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CNC Machining Across The Country: Dispelling Workplace Misconceptions

Opportunities and well-paying jobs abound in manufacturing — from precision machinist to 3D printing guru — it’s just a matter of knowing where to look.

By William Krueger
 3 min read
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Manufacturing is one of the most essential parts of the United States’ economy, and CNC machinists across the United States are its backbone. Things are also looking bright for the industry with the National Association of Manufacturers’ (NAM) most recent manufacturing outlook survey showing optimism among manufacturers as having reached over 90% in 2018, an all-time high.

However, that same NAM survey also shows that over 65% of manufacturers cite the inability to attract skilled workers as their top challenge going into 2019. What gives?

Manufacturing has something of a PR problem. The average American manufacturing and CNC machining job takes place in a high-tech shop and involves the kind of math and coding you’d find in an IT post, but many people still think the work is something only those poor souls unfit for other occupations do.

Worse, many people assume the work takes place in dirty, poorly lit factories amid dangerous conditions and that the pay amounts to peanuts. Parents shudder to think of their children as machinists, and teachers fail to guide students who might not want to spend their lives at a desk toward a more interesting career in manufacturing.  

It’s a shame. CNC machining and other forms of manufacturing can be remarkably lucrative, challenging and rewarding work. The average annual salary across the board is over $77,000, and in Washington D.C., the average annual salary tops $130,000.  Poor souls unfit for other work? Hardly.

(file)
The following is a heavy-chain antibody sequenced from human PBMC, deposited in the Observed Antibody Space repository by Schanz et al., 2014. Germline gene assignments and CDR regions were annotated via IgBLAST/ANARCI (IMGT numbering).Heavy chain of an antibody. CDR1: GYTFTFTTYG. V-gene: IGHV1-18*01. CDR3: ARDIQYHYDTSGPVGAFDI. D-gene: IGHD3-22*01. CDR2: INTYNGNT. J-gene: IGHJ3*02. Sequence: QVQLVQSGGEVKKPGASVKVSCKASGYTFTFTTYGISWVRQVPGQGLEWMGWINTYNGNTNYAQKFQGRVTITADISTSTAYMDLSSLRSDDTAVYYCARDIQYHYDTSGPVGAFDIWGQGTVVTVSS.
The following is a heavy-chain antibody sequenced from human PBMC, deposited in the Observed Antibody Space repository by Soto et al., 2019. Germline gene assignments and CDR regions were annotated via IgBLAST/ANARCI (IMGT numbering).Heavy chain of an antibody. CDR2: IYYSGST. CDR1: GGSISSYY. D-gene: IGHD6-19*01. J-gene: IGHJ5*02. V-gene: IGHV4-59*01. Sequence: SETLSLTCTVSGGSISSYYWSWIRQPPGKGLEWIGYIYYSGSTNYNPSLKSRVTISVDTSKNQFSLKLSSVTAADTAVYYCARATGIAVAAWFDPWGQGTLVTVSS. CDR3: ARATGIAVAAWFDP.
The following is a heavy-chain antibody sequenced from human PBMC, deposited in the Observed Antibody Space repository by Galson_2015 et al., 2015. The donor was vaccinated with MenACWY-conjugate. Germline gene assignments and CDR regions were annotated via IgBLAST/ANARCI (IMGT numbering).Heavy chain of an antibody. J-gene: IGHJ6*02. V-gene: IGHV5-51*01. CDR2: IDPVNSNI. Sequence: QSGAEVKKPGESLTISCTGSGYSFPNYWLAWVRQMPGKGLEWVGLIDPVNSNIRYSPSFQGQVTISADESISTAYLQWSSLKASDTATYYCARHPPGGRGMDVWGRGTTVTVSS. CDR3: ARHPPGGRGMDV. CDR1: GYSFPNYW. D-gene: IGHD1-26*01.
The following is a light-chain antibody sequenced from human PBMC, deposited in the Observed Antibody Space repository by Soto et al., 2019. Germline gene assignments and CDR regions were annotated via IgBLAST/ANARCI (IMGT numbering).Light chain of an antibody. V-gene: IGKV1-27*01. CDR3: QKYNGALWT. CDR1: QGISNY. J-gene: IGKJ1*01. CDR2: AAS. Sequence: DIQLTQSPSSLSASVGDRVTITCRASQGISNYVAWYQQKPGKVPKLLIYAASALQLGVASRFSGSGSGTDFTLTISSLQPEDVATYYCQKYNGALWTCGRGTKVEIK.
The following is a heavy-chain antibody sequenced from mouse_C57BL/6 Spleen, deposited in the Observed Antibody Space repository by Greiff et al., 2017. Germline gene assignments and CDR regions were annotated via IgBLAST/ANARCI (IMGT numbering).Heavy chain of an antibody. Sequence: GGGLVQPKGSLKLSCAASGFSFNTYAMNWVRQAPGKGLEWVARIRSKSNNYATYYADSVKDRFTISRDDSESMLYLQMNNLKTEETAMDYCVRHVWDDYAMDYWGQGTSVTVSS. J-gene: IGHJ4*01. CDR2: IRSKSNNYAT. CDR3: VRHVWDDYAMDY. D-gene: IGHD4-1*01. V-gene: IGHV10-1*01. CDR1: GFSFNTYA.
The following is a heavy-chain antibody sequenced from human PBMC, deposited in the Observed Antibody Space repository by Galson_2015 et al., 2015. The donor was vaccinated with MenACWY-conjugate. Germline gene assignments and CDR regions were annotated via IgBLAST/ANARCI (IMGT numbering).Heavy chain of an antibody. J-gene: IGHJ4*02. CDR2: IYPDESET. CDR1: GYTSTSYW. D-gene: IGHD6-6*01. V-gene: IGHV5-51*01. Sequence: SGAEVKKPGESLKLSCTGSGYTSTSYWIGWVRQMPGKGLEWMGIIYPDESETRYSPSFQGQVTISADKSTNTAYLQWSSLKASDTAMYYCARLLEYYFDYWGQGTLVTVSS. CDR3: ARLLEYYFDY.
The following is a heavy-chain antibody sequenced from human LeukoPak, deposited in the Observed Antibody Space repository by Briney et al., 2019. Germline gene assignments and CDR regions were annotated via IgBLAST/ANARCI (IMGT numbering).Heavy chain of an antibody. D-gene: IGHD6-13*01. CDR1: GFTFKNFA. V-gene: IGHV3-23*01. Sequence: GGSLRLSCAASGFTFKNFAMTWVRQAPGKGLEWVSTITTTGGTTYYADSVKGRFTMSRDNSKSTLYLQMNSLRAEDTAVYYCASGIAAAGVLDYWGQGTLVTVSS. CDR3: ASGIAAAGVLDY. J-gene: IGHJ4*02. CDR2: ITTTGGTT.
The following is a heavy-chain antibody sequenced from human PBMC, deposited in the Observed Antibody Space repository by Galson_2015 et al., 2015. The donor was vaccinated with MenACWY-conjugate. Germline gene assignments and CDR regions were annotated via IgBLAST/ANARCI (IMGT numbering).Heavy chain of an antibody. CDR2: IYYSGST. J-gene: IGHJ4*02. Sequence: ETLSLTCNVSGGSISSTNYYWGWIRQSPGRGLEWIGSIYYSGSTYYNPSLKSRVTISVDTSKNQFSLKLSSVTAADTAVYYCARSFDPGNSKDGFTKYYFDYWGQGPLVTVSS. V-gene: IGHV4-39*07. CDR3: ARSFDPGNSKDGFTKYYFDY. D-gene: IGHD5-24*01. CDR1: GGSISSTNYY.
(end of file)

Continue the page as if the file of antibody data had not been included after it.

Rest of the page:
Manufacturing in America may still be trying to recover its footing, but for the individual working in it, it can make for a great career path. So why does the misconception remain? Or more importantly, how do we change the perception?

Machining Across the U.S.

While it’s safe to say every state has machinists churning out parts and products every hour of every day, some states post more impressive numbers than others. You can see how states measure up on the map below.

Slide 1 of 1

Manufacturing ≠ Low Wages

On the map below, you can see how states stack up in terms of manufacturing wages. Machining jobs are spread out across the U.S. and it’s clear that manufacturing equals good, well-compensated work.

Slide 1 of 1

Here at Xometry, we offer online, on-demand CNC machining services — along with 3D printinginjection molding, and more — but we know we’re only able to do that because of the excellent machinists and manufacturing partners at the helm of the nation’s CNC and additive manufacturing machines.

There is a lot that stands in the way of progress in manufacturing, but bad PR engrained in our national psyche and a lack of skilled workers should not. Ensuring manufacturing’s place in the future of the U.S. economy requires a well-trained, highly skilled, and diverse workforce, capable of handling the complex and adaptive work that makes up modern-day manufacturing.

If you’re a middle school or high school student, or interested in a career change and you’d like more information on how you could get a free education and a great job in advanced manufacturing, check out AMT or your local community or technical college. Opportunities and well-paying jobs abound in manufacturing — from precision machinist to 3D printing guru — it’s just a matter of knowing where to look.

William Krueger
As a digital marketing specialist, William works with all forms of media from photography and video to content writing and graphic design to tell the story of American manufacturing. He holds a B.A. in Communication from Wittenberg University.

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